Scarcely anyone gave thought to such things any more. It was all quite comfortable and casual. There was no hatred, even. At the beginning, it had been called a Cold War. Now it was only a game, almost a good-natured game, with unspoken rules and a kind of decency about it.

Lynn said, abruptly, "Why should They want to disturb the situation?”

Sunday, April 28, 2019

Gregory's Girl

Gregory's Girl is a 1980 British romantic comedy/coming-of-age film, neither of which are genres I tend to like. It's a sweet film, well-respected and positively reviewed, if you like that kind of thing. (The video embedded below seemed to me to run fast, so I slowed it down a notch in the settings.)

Empire Online gives it 4 out of 5 stars and says,
Amid the gentle frippery, Gregory's Girl nails the glorious pains and heartfelt highs of adolescence better than many films with more serious centres. Tapping into universal dating rituals — getting up the nerve to ask someone out, dressing up for a date, waiting for the date to arrive — the playing out of Gregory's infatuation may be comic but it is truthful.
Roger Ebert calls it "a charming, innocent, very funny little movie about the weird kid." Rotten Tomatoes has a critics score of 93%.

Saturday, April 27, 2019


Showboat is a 1936 musical film directed by James Whale and starring Irene Dunn. It also has Alan Jones, Paul Robeson, and Hattie McDaniel.

part 1:

part 2:

TCM has an overview, and Warner Brothers has information. DVD Talk says, "it's difficult to quarrel with a show that yields such emotional riches." Rotten Tomatoes has a critics rating of 100%.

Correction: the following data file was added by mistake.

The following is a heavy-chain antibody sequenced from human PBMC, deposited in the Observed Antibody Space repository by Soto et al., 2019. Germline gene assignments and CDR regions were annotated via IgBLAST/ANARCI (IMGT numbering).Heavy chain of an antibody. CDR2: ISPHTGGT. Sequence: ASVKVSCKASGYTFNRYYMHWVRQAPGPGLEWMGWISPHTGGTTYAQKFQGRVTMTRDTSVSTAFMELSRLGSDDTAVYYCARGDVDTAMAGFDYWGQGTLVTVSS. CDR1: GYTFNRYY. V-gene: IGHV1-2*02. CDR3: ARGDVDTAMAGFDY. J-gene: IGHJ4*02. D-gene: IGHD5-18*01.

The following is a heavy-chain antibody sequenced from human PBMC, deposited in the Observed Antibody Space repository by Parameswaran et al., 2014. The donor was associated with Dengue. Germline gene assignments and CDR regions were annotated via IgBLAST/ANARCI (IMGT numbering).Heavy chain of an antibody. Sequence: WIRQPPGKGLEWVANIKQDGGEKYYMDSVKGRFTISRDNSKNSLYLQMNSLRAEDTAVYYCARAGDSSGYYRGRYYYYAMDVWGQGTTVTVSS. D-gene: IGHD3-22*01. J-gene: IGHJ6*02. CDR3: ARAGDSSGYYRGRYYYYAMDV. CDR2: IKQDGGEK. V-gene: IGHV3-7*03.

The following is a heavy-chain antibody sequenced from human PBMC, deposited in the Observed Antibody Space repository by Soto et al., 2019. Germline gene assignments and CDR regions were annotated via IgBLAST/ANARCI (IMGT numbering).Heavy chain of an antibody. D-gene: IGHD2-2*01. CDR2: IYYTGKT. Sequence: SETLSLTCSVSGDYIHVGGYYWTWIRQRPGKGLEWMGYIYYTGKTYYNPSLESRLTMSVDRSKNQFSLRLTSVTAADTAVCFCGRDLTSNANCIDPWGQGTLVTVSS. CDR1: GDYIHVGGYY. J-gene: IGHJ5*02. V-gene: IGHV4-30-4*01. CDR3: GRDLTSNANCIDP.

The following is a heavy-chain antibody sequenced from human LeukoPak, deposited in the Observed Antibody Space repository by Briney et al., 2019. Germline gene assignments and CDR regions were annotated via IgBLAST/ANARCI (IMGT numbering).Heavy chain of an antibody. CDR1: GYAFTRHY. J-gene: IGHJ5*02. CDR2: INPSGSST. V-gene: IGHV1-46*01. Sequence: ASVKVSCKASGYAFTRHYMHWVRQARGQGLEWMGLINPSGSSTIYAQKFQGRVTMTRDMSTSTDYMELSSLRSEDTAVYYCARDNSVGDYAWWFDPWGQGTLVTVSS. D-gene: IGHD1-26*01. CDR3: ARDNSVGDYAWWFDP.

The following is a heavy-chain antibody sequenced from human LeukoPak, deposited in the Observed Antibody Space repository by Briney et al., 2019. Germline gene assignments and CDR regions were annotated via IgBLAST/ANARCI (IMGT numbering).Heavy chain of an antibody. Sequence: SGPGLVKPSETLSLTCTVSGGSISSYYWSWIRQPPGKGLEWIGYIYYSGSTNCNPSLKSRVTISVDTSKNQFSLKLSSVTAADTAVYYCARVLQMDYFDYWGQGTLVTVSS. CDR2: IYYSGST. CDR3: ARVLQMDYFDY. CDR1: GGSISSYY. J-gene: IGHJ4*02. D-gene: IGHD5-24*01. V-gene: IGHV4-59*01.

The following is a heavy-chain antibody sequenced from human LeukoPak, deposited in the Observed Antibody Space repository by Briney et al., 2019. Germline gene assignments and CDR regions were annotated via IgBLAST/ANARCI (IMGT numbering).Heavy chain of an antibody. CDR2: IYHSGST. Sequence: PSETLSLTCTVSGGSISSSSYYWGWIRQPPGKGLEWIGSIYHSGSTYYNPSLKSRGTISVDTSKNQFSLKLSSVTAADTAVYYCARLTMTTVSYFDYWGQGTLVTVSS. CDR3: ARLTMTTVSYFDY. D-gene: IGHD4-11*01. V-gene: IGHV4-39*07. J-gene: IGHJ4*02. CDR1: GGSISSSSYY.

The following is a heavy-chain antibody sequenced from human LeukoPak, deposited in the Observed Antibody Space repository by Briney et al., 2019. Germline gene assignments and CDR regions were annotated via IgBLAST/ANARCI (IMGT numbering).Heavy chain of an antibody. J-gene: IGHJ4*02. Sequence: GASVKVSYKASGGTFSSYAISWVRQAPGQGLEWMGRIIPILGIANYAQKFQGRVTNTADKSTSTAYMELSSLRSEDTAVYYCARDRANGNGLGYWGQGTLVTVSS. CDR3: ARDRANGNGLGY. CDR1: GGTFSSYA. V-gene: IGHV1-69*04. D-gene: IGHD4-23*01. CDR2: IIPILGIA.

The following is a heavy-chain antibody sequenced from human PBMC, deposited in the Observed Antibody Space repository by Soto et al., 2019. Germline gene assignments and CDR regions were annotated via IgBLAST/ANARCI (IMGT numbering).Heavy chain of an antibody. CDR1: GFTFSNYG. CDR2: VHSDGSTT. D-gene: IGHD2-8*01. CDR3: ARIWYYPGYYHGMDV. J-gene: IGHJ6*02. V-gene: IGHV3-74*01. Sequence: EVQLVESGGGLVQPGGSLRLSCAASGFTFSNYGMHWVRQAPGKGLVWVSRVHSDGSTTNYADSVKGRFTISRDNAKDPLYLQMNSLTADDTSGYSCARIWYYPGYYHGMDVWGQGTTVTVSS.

Friday, April 26, 2019

Thirty-Three Teeth

Thirty-Three Teeth is the award-winning second book in the Dr. Siri Paiboun mystery series by Colin Cotterill. I picked up the first of these on a whim and was so pleased with it that I put the next one in the series on my birthday list. This one is just as good as the first, and I will continue to read these as I can. There's a real warmth between the characters that appeals to me, and the setting is fascinating. This book ends during the month of April.

from the back of the book:
Dr. Siri Paiboun, Laos's reluctant national coroner, has a very odd set of bodies on his hands. Could an old escaped bear be mauling Vientiene citizens? Or is it something more mystical, like a weretiger? When he is summoned to the capital to identify a pair of charred bodies, he realizes the victims are connected to the royal family, which annoys Communist Party leaders. Can Dr. Siri solve the mystery behind the unexplained deaths and keep himself out of jail?
Kirkus Reviews says, "Siri’s second is as entertaining as his debut." Eurocrime has a positive review. Publishers Weekly concludes, "The elegant, elderly Paiboun seems an unlikely vehicle to carry a series ..., but he does so with charm and aplomb."

I've also read
  1. The Coroner's Lunch

Thursday, April 25, 2019

Peter and the Wolf (2006)

Peter and the Wolf is a 2006 award-winning animated short film based on Sergei Prokofiev's music.

The director's site has excerpts from and links to reviews. PBS calls this version "provocative". Rotten Tomatoes has an audience rating of 89%.

Wednesday, April 24, 2019

Happy Birthday, Hubble!

image from NASA

The Hubble Space Telescope was launched on this date in 1990. You can see Hubble images at Wikipedia and at the Hubble Heritage Image Gallery.

Here are a few:

This 3-minute video celebrated last year's birthday observance:

Monday, April 22, 2019

Kitchen Still Life

Kitchen Still Life:

by Gustave Van de Woestijne, who died on April 21, 1947. Join us at T Stands for Tuesday with a blog post that includes a beverage. The painting above and one of my ATCs below are my offering.